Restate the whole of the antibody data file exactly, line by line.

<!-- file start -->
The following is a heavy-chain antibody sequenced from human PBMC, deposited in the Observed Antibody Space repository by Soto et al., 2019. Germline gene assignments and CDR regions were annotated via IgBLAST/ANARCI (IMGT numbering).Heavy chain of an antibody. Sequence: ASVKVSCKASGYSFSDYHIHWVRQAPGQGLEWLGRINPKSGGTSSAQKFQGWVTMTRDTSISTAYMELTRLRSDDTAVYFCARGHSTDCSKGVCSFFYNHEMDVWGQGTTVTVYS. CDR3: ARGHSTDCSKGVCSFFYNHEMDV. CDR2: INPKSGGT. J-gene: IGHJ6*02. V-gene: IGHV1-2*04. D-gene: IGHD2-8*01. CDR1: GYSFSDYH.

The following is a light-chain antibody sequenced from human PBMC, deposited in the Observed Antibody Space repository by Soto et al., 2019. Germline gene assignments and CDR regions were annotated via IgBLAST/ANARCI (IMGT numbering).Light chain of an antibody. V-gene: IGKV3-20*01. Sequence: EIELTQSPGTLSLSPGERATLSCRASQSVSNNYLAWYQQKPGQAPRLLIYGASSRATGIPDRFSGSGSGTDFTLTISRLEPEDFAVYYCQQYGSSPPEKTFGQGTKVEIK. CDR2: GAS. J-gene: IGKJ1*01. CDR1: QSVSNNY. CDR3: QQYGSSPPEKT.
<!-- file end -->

The following is a heavy-chain antibody sequenced from human PBMC, deposited in the Observed Antibody Space repository by Soto et al., 2019. Germline gene assignments and CDR regions were annotated via IgBLAST/ANARCI (IMGT numbering).Heavy chain of an antibody. Sequence: ASVKVSCKASGYSFSDYHIHWVRQAPGQGLEWLGRINPKSGGTSSAQKFQGWVTMTRDTSISTAYMELTRLRSDDTAVYFCARGHSTDCSKGVCSFFYNHEMDVWGQGTTVTVYS. CDR3: ARGHSTDCSKGVCSFFYNHEMDV. CDR2: INPKSGGT. J-gene: IGHJ6*02. V-gene: IGHV1-2*04. D-gene: IGHD2-8*01. CDR1: GYSFSDYH.

The following is a light-chain antibody sequenced from human PBMC, deposited in the Observed Antibody Space repository by Soto et al., 2019. Germline gene assignments and CDR regions were annotated via IgBLAST/ANARCI (IMGT numbering).Light chain of an antibody. V-gene: IGKV3-20*01. Sequence: EIELTQSPGTLSLSPGERATLSCRASQSVSNNYLAWYQQKPGQAPRLLIYGASSRATGIPDRFSGSGSGTDFTLTISRLEPEDFAVYYCQQYGSSPPEKTFGQGTKVEIK. CDR2: GAS. J-gene: IGKJ1*01. CDR1: QSVSNNY. CDR3: QQYGSSPPEKT.